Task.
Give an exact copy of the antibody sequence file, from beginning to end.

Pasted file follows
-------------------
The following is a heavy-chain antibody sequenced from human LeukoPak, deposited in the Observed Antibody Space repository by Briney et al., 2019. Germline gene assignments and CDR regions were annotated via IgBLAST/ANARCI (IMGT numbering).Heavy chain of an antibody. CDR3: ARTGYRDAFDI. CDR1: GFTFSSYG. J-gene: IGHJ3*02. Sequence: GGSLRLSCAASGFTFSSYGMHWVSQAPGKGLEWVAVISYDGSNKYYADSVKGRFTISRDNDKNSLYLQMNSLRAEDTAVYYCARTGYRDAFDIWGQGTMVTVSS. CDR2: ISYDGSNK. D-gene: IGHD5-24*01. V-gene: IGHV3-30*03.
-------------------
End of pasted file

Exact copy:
The following is a heavy-chain antibody sequenced from human LeukoPak, deposited in the Observed Antibody Space repository by Briney et al., 2019. Germline gene assignments and CDR regions were annotated via IgBLAST/ANARCI (IMGT numbering).Heavy chain of an antibody. CDR3: ARTGYRDAFDI. CDR1: GFTFSSYG. J-gene: IGHJ3*02. Sequence: GGSLRLSCAASGFTFSSYGMHWVSQAPGKGLEWVAVISYDGSNKYYADSVKGRFTISRDNDKNSLYLQMNSLRAEDTAVYYCARTGYRDAFDIWGQGTMVTVSS. CDR2: ISYDGSNK. D-gene: IGHD5-24*01. V-gene: IGHV3-30*03.